I’m willing to bet it’s the very best element-based meeting in the cosmos.  I’m talking about the North American Carbon Meeting, where I took part in a panel discussion yesterday with two excellent communicators — video superstar Derek Muller from Australia and Banana/Coal communicator Peter Griffith of NASA.  You can talk about nitrogen, phosphorus, argon, strontium, ruthenium, samarium, hassium or meiternium — none of them have a meeting that compares with this carbon meeting.  However, there is an “element of truth” to Derek’s Youtube video channel Veritasium being the best in online science videomaking. 

CarbonTWO NICE GUYS AND A GROUCH.  Derek Muller (left) won my immediate respect by saying climate change is boring.  In fact he has this excellent video explaining his thoughts on it. Peter Griffith of NASA also has a great short video about the carbonic difference between a banana and coal. 




Global warming is bo-ho-horing.  Andy Revkin quoted me on this in 2010 in his NY Times Dot Earth blog, then the good folks at Der Speigel a couple years ago had me expound in this in their magazine.

So it was a joy to meet Youtube video legend Derek Muller from Australia (his Veritasium channel on Youtube has over 2 million subscribers) who has made entire videos addressing the difficulty of communicating this challenging yet important issue.  We were on a panel at the annual meeting of the North American Carbon Program (NAACP) in Washington D.C., put together by the meeting organizer, my old buddy Peter Griffith (we go back to the Carboniferous Period where we met as undergrads at Duke Marine Lab).

Peter is one of the “thousand points of light” in the science world whose support gives me cause for optimism in the relentless battle against the science establishment (who have never supported anything I’ve ever done in science communication).  He and I got reacquainted in 2009 when I spoke at NASA.  We hadn’t crossed paths in decades.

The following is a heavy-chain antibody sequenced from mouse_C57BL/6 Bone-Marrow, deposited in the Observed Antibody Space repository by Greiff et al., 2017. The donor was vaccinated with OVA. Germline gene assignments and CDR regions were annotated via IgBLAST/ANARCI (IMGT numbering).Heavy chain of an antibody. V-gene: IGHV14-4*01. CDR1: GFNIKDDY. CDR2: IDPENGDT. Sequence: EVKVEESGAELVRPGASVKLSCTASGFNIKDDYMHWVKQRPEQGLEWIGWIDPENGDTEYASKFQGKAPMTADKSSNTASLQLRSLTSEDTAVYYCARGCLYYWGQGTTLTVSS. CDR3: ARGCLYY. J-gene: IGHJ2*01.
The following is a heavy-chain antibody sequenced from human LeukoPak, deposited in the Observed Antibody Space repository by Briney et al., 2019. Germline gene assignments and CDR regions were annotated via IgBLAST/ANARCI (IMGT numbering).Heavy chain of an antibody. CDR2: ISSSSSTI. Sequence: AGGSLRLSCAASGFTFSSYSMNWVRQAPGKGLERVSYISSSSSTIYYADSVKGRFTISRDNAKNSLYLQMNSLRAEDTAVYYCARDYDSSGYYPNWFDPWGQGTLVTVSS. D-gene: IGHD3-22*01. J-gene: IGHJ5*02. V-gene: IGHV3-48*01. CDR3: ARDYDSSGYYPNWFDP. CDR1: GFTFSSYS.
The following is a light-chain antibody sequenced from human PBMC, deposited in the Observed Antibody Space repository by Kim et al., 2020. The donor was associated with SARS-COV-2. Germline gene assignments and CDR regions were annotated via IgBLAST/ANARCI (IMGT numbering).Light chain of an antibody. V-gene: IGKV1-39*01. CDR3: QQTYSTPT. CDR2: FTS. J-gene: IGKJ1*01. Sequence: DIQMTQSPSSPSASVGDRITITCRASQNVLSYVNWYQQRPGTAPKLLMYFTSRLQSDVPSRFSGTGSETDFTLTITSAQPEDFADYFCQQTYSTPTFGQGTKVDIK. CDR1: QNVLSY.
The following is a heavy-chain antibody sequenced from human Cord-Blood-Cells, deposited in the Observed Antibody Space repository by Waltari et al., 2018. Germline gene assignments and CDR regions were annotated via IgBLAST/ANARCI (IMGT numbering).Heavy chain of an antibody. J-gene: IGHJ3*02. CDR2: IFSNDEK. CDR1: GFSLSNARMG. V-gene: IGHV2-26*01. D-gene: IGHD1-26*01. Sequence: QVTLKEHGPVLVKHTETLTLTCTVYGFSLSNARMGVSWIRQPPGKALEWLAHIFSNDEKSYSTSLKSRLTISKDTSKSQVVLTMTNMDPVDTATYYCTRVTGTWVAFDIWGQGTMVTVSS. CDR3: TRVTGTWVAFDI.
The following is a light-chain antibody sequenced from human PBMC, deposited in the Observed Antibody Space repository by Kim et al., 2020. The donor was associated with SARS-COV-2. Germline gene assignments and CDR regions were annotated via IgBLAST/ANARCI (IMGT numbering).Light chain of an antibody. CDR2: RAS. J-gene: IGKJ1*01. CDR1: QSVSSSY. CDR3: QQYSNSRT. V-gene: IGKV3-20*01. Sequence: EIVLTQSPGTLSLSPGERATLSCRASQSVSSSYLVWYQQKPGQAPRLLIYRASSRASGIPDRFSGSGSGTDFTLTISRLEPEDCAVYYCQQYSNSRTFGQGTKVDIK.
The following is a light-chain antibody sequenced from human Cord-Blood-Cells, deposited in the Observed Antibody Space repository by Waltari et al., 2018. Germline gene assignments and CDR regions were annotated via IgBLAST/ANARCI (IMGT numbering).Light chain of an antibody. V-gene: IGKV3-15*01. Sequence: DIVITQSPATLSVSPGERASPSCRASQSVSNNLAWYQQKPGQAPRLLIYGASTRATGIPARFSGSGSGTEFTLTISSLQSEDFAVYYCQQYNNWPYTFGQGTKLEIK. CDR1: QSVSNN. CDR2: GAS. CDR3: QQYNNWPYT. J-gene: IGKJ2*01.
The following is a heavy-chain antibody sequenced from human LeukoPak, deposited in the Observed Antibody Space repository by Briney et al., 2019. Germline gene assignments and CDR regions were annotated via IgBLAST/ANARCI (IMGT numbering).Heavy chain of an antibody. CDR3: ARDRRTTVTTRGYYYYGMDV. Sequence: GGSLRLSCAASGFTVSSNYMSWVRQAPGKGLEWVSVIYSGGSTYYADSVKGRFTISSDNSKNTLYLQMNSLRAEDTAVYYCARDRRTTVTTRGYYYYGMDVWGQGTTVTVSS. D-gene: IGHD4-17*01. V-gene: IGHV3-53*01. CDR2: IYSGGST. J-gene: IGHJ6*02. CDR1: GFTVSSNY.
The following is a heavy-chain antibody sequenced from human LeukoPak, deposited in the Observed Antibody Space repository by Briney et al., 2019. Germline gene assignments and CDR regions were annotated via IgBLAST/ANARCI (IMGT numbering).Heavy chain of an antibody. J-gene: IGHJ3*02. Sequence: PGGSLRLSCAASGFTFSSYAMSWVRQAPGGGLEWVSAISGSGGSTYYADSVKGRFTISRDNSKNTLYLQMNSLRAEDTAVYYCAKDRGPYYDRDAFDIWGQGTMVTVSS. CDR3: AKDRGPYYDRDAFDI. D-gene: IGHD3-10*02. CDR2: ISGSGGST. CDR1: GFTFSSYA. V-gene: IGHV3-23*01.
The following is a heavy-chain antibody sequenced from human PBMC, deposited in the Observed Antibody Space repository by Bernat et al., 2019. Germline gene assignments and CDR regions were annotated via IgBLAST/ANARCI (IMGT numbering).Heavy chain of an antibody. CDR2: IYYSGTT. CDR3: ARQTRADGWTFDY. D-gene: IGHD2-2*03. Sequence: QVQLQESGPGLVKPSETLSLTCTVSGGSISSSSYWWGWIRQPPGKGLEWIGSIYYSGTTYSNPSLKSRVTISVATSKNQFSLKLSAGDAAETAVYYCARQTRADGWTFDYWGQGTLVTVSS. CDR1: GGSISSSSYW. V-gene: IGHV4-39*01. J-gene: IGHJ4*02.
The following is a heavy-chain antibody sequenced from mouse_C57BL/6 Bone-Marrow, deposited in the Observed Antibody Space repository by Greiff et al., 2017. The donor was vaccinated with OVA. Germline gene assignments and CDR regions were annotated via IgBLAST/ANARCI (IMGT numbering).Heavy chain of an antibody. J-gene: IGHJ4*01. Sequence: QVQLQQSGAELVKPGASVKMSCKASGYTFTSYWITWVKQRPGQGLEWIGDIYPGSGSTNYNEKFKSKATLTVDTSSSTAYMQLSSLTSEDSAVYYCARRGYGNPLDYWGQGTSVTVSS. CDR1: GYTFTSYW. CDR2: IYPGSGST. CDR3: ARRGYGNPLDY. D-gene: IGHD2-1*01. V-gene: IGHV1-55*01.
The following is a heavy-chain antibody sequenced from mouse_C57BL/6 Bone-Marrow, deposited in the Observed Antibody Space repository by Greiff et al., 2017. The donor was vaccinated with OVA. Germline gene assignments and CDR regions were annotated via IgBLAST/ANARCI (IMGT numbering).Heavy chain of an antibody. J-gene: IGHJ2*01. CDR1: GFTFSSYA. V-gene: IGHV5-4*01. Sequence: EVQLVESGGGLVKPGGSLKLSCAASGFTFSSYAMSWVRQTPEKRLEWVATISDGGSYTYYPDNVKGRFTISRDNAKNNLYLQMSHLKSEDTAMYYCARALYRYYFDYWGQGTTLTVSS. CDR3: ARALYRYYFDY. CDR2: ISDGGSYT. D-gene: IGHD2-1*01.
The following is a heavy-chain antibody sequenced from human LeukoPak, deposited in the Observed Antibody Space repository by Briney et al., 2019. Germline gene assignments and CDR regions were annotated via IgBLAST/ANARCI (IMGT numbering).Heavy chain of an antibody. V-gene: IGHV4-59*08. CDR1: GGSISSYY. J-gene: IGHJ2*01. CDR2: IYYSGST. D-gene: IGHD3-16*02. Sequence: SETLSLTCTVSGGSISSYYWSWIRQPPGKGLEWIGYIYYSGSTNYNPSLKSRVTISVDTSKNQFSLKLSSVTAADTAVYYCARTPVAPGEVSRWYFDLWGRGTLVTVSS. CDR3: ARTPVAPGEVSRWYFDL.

Peter is one of those folks who is a natural born communicator, and not surprisingly has taken a great interest in my two books.  In fact, my pushing and proding helped spur him to make this excellent video of his simple comparison of a banana and coal to convey the difference between new carbon versus old.

A lot of the major essays I have posted here over the past five years originate with Peter sending me an email with a recent thought or article.  He is proof that you can be both an excellent (carbon) researcher and excellent (carbon) communicator.

Together the three of us on the panel opinionated on the difficult yet important task of communicating about climate change in a world that is driven not by facts but by narrative dynamics (which of course is the topic of my new book coming in September).  People are always asking me who I think does a good job of communicating science …

Simple answer:  Derek Muller.  And not just a good job — his videos really are superb — both entertaining yet with deeper dimensions, looking at the basic science of how we reason and why some science topics are so elusive.

I hate to say this about all the well-intentioned feature documentary filmmakers out there, but Derek is the face of the future of filmmaking.  The masses are losing their interest in the 90 minute format.  All you have to do is visit Culver City in Los Angeles and look at the sprawling Youtube facilities to see where the future lies.  Derek is on the cutting edge of this new medium of mass communication, and makes you realize the future is bright.

TELL ME A STORY (BUT JUST DON’T MAKE IT ABOUT CLIMATE CHANGE).  This scene is priceless in Derek Muller’s video addressing why climate change is so boring.  He is the cutting edge of science communication.